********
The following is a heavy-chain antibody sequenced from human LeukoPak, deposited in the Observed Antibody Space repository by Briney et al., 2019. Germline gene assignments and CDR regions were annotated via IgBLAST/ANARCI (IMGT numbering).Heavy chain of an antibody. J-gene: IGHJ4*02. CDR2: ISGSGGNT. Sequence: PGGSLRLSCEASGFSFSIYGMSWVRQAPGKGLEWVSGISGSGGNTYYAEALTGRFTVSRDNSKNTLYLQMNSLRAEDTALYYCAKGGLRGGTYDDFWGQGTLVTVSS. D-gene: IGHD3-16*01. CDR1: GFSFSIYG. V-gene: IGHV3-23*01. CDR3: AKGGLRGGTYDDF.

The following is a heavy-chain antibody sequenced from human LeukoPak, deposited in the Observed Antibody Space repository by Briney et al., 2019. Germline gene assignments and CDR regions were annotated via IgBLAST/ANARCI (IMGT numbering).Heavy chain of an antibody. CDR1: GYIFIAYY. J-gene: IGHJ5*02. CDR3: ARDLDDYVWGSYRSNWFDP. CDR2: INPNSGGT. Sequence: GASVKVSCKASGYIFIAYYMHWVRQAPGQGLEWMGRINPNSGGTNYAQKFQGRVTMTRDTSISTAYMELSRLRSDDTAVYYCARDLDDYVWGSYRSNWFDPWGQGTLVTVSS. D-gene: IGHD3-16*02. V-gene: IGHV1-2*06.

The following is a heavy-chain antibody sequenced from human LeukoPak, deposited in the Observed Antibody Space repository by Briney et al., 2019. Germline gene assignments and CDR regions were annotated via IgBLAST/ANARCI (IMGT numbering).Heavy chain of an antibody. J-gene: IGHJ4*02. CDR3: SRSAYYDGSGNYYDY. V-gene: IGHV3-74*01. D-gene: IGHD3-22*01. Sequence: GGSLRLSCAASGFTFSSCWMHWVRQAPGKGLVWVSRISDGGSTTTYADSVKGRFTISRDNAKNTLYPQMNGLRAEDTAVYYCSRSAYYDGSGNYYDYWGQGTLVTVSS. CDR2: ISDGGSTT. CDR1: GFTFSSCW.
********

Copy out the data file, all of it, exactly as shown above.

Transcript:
The following is a heavy-chain antibody sequenced from human LeukoPak, deposited in the Observed Antibody Space repository by Briney et al., 2019. Germline gene assignments and CDR regions were annotated via IgBLAST/ANARCI (IMGT numbering).Heavy chain of an antibody. J-gene: IGHJ4*02. CDR2: ISGSGGNT. Sequence: PGGSLRLSCEASGFSFSIYGMSWVRQAPGKGLEWVSGISGSGGNTYYAEALTGRFTVSRDNSKNTLYLQMNSLRAEDTALYYCAKGGLRGGTYDDFWGQGTLVTVSS. D-gene: IGHD3-16*01. CDR1: GFSFSIYG. V-gene: IGHV3-23*01. CDR3: AKGGLRGGTYDDF.

The following is a heavy-chain antibody sequenced from human LeukoPak, deposited in the Observed Antibody Space repository by Briney et al., 2019. Germline gene assignments and CDR regions were annotated via IgBLAST/ANARCI (IMGT numbering).Heavy chain of an antibody. CDR1: GYIFIAYY. J-gene: IGHJ5*02. CDR3: ARDLDDYVWGSYRSNWFDP. CDR2: INPNSGGT. Sequence: GASVKVSCKASGYIFIAYYMHWVRQAPGQGLEWMGRINPNSGGTNYAQKFQGRVTMTRDTSISTAYMELSRLRSDDTAVYYCARDLDDYVWGSYRSNWFDPWGQGTLVTVSS. D-gene: IGHD3-16*02. V-gene: IGHV1-2*06.

The following is a heavy-chain antibody sequenced from human LeukoPak, deposited in the Observed Antibody Space repository by Briney et al., 2019. Germline gene assignments and CDR regions were annotated via IgBLAST/ANARCI (IMGT numbering).Heavy chain of an antibody. J-gene: IGHJ4*02. CDR3: SRSAYYDGSGNYYDY. V-gene: IGHV3-74*01. D-gene: IGHD3-22*01. Sequence: GGSLRLSCAASGFTFSSCWMHWVRQAPGKGLVWVSRISDGGSTTTYADSVKGRFTISRDNAKNTLYPQMNGLRAEDTAVYYCSRSAYYDGSGNYYDYWGQGTLVTVSS. CDR2: ISDGGSTT. CDR1: GFTFSSCW.